java barcode reader The JAX family Java APIs for XML processing in Java

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Table 2.1 The JAX family Java APIs for XML processing
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Java API for XML
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Java API for XML parsing Java Document Object Model Java API for XML binding Long Term JavaBeans Persistence Java API for XML messaging
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JAX acronym
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JAXP
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Functional description
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Provides implementation-neutral access to XML parsers and XSLT processors. Provides a Java-centric, object-oriented implementation of the DOM framework. Provides a persistent XML mapping for Java object storage as XML. Similar to JAXB, provides XML serialization for JavaBean components.
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JDOM
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JAXB
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JAXM
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Enables the use of SOAP messaging in Java applications, using resource factories in a manner similar to the Java Messaging Service (JMS). An XML-RPC implementation API for Java. Similar to JAXM. Provides implementation-neutral access to XML repositories like ebXML and UDDI.
JAX-RPC
JAX-RPC
Java API for XML repositories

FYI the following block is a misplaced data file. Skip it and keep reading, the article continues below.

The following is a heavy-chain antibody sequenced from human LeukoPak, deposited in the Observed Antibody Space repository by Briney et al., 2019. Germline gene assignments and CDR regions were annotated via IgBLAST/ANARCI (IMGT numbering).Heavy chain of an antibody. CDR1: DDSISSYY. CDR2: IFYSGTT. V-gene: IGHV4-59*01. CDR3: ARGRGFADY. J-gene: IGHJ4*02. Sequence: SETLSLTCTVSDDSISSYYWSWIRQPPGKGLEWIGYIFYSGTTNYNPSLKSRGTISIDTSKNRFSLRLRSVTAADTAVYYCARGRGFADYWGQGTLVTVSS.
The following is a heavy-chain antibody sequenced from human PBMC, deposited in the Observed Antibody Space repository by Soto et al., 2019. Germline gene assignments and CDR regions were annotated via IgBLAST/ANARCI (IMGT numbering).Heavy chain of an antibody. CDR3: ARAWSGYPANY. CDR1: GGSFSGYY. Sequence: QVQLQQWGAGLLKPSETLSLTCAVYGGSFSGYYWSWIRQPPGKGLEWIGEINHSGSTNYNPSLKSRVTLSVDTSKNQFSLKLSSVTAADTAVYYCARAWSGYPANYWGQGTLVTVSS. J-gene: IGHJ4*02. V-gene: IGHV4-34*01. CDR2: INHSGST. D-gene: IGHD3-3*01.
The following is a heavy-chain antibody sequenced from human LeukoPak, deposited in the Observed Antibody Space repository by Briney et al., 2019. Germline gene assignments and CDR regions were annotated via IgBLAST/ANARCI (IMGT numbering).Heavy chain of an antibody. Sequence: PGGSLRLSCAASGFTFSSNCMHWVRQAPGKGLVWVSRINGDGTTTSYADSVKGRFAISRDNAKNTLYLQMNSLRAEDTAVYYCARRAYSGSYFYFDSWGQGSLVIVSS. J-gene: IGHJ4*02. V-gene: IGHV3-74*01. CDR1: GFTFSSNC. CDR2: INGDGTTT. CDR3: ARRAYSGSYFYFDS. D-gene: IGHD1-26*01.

JAXR
The Java APIs for XML
JAXP
JAXP provides a common interface for creating and using the SAX, DOM, and XSLT APIs in Java. It is implementation- and vendor-neutral. Your applications should use JAXP instead of accessing the underlying APIs directly to enable the
replacement of one vendor s implementation with another as desired. As faster or better implementations of the base XML APIs become available, you can upgrade to them simply by exchanging one JAR file for another. This achieves a primary goal in distributed application development: flexibility.
Application Code
JAXP API SAX Interface DOM Interface XSLT Interface
Parsers
Processors
Figure 2.8 JAXP architecture
The JAXP API architecture is depicted in figure 2.8. JAXP enables flexibility by divorcing your application code from the underlying XML APIs. You can use it to parse XML documents using SAX or DOM as the underlying strategy. You can also use it to transform XML via XSLT in a vendor-neutral way.
Table 2.2 The JAXP packages
Package
javax.xml.parsers javax.xml.transform org.xml.sax org.w3c.dom
Description
Provides a common interface to DOM and SAX parsers. Provides a common interface to XSLT processors. The generic SAX API for Java The generic DOM API for Java
XML and Java
The JAXP API consists of four packages, summarized in table 2.2. Of these, the two javax.xml packages are of primary interest. The javax.xml.parsers package contains the classes and interfaces needed to parse XML documents. The javax.xml.transform package defines the interface for XSLT processing.